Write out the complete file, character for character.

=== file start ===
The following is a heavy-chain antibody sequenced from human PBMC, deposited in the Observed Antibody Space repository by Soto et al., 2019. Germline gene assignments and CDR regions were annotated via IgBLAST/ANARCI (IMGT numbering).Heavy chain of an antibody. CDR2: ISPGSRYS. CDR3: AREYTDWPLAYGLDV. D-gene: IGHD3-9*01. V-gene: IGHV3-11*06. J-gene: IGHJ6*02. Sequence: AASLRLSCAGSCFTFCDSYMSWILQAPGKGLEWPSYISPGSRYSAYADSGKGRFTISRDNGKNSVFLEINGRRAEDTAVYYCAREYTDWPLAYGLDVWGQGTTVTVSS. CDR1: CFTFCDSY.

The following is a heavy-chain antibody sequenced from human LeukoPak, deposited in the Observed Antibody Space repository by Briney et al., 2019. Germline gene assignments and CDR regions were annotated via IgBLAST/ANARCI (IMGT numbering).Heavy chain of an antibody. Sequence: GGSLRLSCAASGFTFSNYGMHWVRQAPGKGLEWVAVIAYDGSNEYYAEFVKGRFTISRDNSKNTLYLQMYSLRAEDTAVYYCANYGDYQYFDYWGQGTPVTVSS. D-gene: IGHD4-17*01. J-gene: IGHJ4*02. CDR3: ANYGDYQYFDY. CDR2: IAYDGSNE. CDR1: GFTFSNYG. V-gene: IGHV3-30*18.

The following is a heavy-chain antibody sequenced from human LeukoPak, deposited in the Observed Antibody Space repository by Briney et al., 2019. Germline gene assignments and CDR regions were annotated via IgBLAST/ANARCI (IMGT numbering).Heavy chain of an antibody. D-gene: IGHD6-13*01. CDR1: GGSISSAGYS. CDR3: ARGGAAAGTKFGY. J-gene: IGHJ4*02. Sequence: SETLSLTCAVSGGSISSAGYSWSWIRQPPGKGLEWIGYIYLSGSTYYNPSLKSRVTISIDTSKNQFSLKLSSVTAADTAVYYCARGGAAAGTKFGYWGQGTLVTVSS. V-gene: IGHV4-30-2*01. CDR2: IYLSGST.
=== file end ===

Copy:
The following is a heavy-chain antibody sequenced from human PBMC, deposited in the Observed Antibody Space repository by Soto et al., 2019. Germline gene assignments and CDR regions were annotated via IgBLAST/ANARCI (IMGT numbering).Heavy chain of an antibody. CDR2: ISPGSRYS. CDR3: AREYTDWPLAYGLDV. D-gene: IGHD3-9*01. V-gene: IGHV3-11*06. J-gene: IGHJ6*02. Sequence: AASLRLSCAGSCFTFCDSYMSWILQAPGKGLEWPSYISPGSRYSAYADSGKGRFTISRDNGKNSVFLEINGRRAEDTAVYYCAREYTDWPLAYGLDVWGQGTTVTVSS. CDR1: CFTFCDSY.

The following is a heavy-chain antibody sequenced from human LeukoPak, deposited in the Observed Antibody Space repository by Briney et al., 2019. Germline gene assignments and CDR regions were annotated via IgBLAST/ANARCI (IMGT numbering).Heavy chain of an antibody. Sequence: GGSLRLSCAASGFTFSNYGMHWVRQAPGKGLEWVAVIAYDGSNEYYAEFVKGRFTISRDNSKNTLYLQMYSLRAEDTAVYYCANYGDYQYFDYWGQGTPVTVSS. D-gene: IGHD4-17*01. J-gene: IGHJ4*02. CDR3: ANYGDYQYFDY. CDR2: IAYDGSNE. CDR1: GFTFSNYG. V-gene: IGHV3-30*18.

The following is a heavy-chain antibody sequenced from human LeukoPak, deposited in the Observed Antibody Space repository by Briney et al., 2019. Germline gene assignments and CDR regions were annotated via IgBLAST/ANARCI (IMGT numbering).Heavy chain of an antibody. D-gene: IGHD6-13*01. CDR1: GGSISSAGYS. CDR3: ARGGAAAGTKFGY. J-gene: IGHJ4*02. Sequence: SETLSLTCAVSGGSISSAGYSWSWIRQPPGKGLEWIGYIYLSGSTYYNPSLKSRVTISIDTSKNQFSLKLSSVTAADTAVYYCARGGAAAGTKFGYWGQGTLVTVSS. V-gene: IGHV4-30-2*01. CDR2: IYLSGST.